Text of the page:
Punchman's tips
Richard Coombs


I was a non swazzler from the age of 9 until I was 19 when I put Punch and Judy away for about 20 years .. (mostly due to the fact that the voice I 'did' for Punch whilst Ok for me as a kid , was starting to feel a bit 'silly' as an adolescent lad )

Five years ago I started carving my puppets for my personal renaissance with 'Mr P' and at the same time tried again with swazzling...again using the swazzles I had bought as a lad ... and also some metal ones I made at the time.

But absolutely no joy ...which made me very despondent , as I was making all these new puppets and was starting to feel as though I would never have a chance to use them.

Anyone else who has given swazzling a genuine attempt , but with zero success, might just have a high arched palate like mine.

Dismiss this out of hand if you want ..but I would bet it is the case.

And I would also guess that the swazzles you are currently trying with are fairly 'flat' and fairly large.

For the technical minded ..this means you don't have a good contact seal between the swazzle and your mouth , so more air ( or as much ) goes over the top of the thing as actually goes 'through' it -- result no squawk -- Or perhaps worse for the learner who does not know how it is supposed to feel ...some Mr Punch voice ..but only when you use huge amounts of puff !

Consequently you think "Surely this isn't how everyone else does it ? This is taking huge amounts of effort" ( but then as everyone is quick to tell you how difficult it all is , you assume that must be how it should feel ...so you give up eventually, as you realise you could never sustain that sort of effort for the duration of a whole show).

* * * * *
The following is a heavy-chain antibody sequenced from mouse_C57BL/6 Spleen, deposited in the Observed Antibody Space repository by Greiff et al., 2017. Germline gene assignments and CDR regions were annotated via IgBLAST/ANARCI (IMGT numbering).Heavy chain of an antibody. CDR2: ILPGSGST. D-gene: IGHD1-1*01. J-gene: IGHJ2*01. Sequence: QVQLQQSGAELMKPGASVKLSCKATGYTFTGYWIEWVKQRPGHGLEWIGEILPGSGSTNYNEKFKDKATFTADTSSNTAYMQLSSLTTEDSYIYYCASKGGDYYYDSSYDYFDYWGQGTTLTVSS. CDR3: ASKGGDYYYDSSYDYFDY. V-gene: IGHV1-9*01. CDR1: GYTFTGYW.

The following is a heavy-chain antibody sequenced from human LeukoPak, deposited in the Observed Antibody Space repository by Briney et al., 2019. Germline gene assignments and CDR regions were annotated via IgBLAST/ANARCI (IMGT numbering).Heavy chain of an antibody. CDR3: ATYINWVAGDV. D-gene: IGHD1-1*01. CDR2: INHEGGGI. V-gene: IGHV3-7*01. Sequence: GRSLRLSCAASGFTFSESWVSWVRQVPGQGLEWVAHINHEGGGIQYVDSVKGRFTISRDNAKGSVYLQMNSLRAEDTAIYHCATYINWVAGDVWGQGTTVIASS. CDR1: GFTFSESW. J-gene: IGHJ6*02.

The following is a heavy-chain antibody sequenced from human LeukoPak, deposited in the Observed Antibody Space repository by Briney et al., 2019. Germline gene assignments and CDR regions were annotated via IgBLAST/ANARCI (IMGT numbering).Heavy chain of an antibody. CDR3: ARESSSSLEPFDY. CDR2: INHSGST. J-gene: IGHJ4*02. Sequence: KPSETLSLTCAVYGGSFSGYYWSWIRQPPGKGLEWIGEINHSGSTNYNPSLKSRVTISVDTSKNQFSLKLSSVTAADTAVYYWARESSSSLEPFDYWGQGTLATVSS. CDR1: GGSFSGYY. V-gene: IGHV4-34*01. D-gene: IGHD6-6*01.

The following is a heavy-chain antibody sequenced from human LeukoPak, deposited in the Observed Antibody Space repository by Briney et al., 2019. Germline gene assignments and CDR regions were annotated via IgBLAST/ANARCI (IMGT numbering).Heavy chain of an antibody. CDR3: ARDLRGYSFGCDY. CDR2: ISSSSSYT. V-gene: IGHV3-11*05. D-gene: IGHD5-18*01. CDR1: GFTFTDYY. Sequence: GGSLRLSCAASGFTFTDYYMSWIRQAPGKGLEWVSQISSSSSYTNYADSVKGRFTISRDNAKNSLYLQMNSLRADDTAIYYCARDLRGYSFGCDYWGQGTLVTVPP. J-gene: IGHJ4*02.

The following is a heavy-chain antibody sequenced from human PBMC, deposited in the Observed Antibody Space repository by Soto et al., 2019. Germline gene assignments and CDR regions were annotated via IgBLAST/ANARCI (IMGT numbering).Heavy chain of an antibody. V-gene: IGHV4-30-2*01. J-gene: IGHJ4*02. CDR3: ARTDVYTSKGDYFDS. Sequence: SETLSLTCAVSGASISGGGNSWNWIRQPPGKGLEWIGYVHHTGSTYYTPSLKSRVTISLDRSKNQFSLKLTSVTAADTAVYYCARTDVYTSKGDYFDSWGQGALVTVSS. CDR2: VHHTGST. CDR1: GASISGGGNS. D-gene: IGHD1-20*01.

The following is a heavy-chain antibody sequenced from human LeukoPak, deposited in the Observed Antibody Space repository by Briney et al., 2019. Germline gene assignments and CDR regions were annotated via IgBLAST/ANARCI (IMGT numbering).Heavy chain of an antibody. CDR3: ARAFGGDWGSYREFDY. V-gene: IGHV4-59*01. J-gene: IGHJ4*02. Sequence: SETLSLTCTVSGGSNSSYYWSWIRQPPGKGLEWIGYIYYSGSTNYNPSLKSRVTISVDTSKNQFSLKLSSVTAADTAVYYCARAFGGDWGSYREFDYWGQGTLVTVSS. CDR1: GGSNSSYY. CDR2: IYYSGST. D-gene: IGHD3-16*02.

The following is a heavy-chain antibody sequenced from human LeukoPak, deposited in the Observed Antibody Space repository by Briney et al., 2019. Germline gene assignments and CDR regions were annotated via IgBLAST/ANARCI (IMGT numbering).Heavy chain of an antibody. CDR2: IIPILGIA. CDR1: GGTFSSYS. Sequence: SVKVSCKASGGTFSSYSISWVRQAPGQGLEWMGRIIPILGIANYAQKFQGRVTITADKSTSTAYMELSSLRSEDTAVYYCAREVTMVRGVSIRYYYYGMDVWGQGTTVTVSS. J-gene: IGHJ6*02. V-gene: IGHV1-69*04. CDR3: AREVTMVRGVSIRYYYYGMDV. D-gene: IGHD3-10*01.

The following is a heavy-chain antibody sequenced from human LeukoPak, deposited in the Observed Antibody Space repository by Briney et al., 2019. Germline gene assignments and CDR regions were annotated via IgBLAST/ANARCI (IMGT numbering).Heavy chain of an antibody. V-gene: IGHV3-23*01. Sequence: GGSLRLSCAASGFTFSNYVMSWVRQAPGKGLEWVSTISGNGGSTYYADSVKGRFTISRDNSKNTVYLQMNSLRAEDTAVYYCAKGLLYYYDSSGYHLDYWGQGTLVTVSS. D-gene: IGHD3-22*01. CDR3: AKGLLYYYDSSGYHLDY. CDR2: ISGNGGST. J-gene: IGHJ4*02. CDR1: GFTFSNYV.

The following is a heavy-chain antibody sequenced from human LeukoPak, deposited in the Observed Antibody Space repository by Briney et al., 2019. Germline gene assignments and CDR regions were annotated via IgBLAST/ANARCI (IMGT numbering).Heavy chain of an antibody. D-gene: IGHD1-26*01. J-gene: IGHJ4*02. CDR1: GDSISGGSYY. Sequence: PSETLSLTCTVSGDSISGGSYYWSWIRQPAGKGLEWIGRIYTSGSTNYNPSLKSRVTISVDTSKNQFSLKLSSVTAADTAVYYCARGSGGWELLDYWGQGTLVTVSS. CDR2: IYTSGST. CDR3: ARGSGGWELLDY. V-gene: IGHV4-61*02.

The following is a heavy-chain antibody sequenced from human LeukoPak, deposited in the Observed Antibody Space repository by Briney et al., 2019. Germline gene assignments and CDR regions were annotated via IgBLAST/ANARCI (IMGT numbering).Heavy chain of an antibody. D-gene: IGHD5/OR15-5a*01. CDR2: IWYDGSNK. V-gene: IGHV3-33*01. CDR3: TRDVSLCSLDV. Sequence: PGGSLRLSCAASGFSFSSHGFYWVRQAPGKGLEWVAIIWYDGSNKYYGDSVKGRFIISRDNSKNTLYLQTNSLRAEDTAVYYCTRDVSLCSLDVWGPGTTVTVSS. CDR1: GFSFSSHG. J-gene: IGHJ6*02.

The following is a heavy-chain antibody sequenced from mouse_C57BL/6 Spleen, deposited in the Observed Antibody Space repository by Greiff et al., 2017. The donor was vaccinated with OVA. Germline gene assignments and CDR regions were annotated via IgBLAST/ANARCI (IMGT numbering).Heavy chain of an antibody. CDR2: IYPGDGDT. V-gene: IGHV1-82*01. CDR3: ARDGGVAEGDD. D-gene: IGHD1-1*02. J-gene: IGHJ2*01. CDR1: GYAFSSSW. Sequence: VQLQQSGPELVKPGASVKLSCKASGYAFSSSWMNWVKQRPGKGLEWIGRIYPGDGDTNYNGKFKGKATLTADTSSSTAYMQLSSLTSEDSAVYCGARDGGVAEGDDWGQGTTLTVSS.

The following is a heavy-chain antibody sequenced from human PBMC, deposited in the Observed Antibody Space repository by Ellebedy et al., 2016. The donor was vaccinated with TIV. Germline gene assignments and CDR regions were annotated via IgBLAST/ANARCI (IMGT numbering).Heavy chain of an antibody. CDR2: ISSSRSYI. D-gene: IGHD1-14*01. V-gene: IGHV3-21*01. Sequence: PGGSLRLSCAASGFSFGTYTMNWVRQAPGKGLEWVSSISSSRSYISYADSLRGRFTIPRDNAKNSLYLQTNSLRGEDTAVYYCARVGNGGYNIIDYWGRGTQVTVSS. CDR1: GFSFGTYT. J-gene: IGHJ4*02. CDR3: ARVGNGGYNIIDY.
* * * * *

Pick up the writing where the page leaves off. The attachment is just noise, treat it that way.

The swazzles I purchased as a kid produced a mixture of nothing at all , or a tiny bit of 'Punch voice' but only with lots of effort and puff .

I knew I hadn't been sold 'duds' as the bloody things would make a great 'kazoo' noise if put between my lips and blown.

This noise was infuriating as it hinted at how good Punch could sound if only I could get it going inside my mouth !

There was also no joy with the ones I made myself back then ( this I realise now is because all I was doing was making them to the exact same dimensions as the bought ones ) ...and why not ? - that is what the "professional" ones looked like, it must be right .

There was no Internet back then ..no 'Punch and Judy on the Web' to let me consult other Punchmen .

And the few illustrations I could find in library books all gave similar swazzle dimensions .....it was all so frustrating ...it just had to be something that I was doing wrong .

That is why I gave up.

If I hadn't already invested the effort into making a few puppets this time round , I would probably have given up again.

But I do swazzle today .

And the ones I use are more curved and a bit smaller ..consequently they do fit my palate and they do work for me .

If you have drawn a blank so far , I would urge you before you give up altogether , to spend a little time and try this out :

Round one : Cut up two or three expired credit cards into as many differing sizes of paired rectangles as you can. Use the size of any swazzle you have ( or have seen) as a start point... try a few bigger ..but mostly try a good few smaller sizes.

Even try out some radically longer shapes. Make more than one set of each size as well

Get whatever cotton tape you can find in your local sewing machine shop or haberdashers ( you can start the eternal quest for the 'perfect ' weave and weight of tape at a later date once you have achieved some success .. but for now anything will do )